Truckload spot market offering deepest discounts since the early pandemic
Historic contract rate inflation will support a longer tail for efficient carriers
Chart of the Week: Spot to Contract Rate Spread (with spot fuel base at $1.20/gal) – USA SONAR:RATES12.USA
The spread between long-term contract truckload rates and spot rates has expanded beyond early pandemic amounts when demand for capacity dropped to its lowest level since the great recession in 2009. While this data point may paint a bleak picture for truckload carriers in general, this environment favors the ones that have focused on operational efficiency over pure growth in the past two years.
Contract rates for dry van have grown nearly 50% since July 2020, according to FreightWaves’ contract rate database built on approximately $100B worth of invoice data. The increase was attributed to shippers competing for priority with their carriers by bidding long-term rates higher on a faster cadence to avoid having to source capacity from daily spot market negotiations, which were as much as 20% above contract.
Truckload spot rates have plummeted 20% since early January, but that is not the full story. Spot rates include fuel costs, which have increased 60% to 90% over the same period of time. This means carrier margins have eroded much faster than the nominal rate implies, thanks to inflation in operating costs.
The takeaway from this is that the spot market has become a place of desperation for carriers to bid against each other for freight, while the contracted freight market is now an extremely profitable safe haven.
For now, contracted rates are still enjoying a nice padding of revenue over costs where carriers can still have room for inefficiency. Revenue cures just about any ill. Inevitably, contracts will go into a correction on some level. Carriers who have built their networks for the long run and can handle some decline in demand will have the best chances for success.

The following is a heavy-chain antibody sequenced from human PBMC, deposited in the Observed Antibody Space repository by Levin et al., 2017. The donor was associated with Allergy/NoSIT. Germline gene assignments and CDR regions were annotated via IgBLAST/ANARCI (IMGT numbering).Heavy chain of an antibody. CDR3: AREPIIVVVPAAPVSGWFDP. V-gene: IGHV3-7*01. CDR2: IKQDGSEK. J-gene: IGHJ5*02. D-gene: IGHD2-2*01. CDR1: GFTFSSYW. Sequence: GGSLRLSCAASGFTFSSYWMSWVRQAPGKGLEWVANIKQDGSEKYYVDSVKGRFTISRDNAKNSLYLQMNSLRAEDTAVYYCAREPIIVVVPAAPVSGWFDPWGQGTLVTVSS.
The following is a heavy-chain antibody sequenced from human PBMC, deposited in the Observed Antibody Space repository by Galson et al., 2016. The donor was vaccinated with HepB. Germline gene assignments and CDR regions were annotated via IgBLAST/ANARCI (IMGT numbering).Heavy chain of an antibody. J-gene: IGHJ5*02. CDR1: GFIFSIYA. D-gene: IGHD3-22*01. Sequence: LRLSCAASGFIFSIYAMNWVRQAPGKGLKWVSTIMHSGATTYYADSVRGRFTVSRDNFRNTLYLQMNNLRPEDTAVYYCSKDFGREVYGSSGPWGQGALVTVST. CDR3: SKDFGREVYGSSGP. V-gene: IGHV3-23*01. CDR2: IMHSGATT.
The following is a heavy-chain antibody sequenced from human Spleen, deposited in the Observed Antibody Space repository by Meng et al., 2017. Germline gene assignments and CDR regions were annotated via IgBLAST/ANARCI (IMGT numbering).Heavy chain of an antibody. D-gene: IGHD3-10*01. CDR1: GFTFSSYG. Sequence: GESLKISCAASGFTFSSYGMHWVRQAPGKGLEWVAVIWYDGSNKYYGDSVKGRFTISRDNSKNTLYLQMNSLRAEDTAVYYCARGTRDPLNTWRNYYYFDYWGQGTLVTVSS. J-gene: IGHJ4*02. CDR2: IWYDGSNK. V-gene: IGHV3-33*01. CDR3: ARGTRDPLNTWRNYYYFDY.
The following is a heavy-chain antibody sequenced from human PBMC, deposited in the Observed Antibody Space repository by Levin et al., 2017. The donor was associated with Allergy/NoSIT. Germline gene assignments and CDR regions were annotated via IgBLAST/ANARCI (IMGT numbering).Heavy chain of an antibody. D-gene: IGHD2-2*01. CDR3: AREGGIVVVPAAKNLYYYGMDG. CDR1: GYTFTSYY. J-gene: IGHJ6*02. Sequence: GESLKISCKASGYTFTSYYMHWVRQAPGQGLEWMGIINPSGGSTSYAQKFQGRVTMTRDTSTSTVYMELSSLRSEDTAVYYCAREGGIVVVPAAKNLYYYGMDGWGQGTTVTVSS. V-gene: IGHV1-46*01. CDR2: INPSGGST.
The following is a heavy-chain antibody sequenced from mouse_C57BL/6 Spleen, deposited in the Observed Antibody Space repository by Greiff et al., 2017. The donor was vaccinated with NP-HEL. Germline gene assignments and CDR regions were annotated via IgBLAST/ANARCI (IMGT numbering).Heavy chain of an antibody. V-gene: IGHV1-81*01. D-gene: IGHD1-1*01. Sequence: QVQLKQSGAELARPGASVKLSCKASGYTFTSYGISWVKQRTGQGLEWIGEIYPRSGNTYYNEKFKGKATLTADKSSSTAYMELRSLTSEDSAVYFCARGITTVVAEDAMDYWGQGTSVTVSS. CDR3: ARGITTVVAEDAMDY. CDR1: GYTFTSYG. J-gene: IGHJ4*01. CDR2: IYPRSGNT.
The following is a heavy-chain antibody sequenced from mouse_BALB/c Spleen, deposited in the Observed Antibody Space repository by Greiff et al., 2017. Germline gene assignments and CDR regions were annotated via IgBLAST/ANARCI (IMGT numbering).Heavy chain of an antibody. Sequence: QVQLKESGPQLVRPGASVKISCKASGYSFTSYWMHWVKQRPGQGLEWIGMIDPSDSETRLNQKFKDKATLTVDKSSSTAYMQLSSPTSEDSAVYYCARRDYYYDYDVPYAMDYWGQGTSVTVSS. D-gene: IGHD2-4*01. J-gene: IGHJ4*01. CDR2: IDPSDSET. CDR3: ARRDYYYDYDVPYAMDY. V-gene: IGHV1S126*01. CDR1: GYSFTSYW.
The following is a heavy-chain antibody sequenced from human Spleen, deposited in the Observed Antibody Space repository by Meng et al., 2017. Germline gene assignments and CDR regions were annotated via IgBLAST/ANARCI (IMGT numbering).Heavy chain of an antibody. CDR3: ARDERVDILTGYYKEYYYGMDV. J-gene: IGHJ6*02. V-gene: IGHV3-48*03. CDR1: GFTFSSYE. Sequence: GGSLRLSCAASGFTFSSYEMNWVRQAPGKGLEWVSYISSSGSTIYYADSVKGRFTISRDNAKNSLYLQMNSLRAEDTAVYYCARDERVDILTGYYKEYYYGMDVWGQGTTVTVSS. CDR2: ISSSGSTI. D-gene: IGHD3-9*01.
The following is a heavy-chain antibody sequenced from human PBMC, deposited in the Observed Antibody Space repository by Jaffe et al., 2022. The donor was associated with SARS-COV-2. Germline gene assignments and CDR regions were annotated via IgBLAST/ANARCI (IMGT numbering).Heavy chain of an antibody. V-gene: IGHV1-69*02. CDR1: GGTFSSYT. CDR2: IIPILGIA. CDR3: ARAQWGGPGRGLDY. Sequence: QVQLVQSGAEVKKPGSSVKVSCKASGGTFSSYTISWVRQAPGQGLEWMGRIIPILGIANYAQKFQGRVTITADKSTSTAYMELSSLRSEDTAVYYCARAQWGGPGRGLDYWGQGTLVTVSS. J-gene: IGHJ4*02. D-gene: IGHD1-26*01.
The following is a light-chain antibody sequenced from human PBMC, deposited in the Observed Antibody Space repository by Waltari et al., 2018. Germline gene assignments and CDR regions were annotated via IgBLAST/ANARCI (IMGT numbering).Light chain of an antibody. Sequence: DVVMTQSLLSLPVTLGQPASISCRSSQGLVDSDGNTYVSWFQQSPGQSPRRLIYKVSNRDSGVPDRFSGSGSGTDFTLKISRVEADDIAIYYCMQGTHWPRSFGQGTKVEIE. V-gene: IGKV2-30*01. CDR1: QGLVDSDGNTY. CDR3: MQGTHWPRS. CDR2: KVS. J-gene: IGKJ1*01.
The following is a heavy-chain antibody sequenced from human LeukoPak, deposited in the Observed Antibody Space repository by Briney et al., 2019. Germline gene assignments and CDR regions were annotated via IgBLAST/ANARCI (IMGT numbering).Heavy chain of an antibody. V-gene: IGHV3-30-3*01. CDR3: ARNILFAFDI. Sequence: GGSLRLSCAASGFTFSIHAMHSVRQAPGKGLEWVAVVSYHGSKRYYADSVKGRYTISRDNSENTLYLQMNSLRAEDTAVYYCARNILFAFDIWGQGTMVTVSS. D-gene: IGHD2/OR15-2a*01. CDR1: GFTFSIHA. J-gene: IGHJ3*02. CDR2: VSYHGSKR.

Operational efficiency is ingrained in the mindset of most carriers, but the recent market has eroded some of that mentality, especially for the ones that grew increasingly dependent on transactional spot freight.
Traditionally, carrier growth has centered around growing assets and attaining market share. Rarely does an environment like the pandemic era present itself where margin expansion is possible, thanks in large part to the fragmentation of for-hire carriers.
Many larger fleets sold their equipment for peak value and stockpiled cash for a rainy day. This was a good move, but it still doesn’t make the carrier resilient indefinitely. Targeted customer growth that maintains a balanced network and hedges carriers against too much exposure to a single industry or commodity remains the best strategy.
Carriers who invest in technology will also be better positioned as it allows them to automate processes that are freezing up human capital for more complex activity. It also gives them quick access to information so they can respond to changing conditions more quickly.
The bottom line is that fleets that built their business on operational efficiency with a long-run strategy in mind over the past two years are in an incredibly strong position compared to many other providers that chose revenue growth or fleet expansion as priorities.
Being a carrier is – and will continue to be – a game of endurance favoring the marathoner over the sprinter. While the past few years have brought out the sprinters, the next few will favor the carriers built for the long haul.
About the Chart of the Week
The FreightWaves Chart of the Week is a chart selection from SONAR that provides an interesting data point to describe the state of the freight markets. A chart is chosen from thousands of potential charts on SONAR to help participants visualize the freight market in real time. Each week a Market Expert will post a chart, along with commentary, live on the front page. After that, the Chart of the Week will be archived on FreightWaves.com for future reference.
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